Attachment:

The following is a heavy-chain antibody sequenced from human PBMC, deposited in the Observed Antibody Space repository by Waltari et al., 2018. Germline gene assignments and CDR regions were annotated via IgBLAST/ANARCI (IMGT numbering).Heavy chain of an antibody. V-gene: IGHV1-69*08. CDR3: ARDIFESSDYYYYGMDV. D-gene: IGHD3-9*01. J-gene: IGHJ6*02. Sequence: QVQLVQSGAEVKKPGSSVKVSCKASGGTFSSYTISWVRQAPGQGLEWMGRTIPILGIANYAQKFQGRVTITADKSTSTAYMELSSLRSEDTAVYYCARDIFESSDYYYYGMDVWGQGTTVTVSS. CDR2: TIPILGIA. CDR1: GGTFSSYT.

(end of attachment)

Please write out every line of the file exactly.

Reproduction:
The following is a heavy-chain antibody sequenced from human PBMC, deposited in the Observed Antibody Space repository by Waltari et al., 2018. Germline gene assignments and CDR regions were annotated via IgBLAST/ANARCI (IMGT numbering).Heavy chain of an antibody. V-gene: IGHV1-69*08. CDR3: ARDIFESSDYYYYGMDV. D-gene: IGHD3-9*01. J-gene: IGHJ6*02. Sequence: QVQLVQSGAEVKKPGSSVKVSCKASGGTFSSYTISWVRQAPGQGLEWMGRTIPILGIANYAQKFQGRVTITADKSTSTAYMELSSLRSEDTAVYYCARDIFESSDYYYYGMDVWGQGTTVTVSS. CDR2: TIPILGIA. CDR1: GGTFSSYT.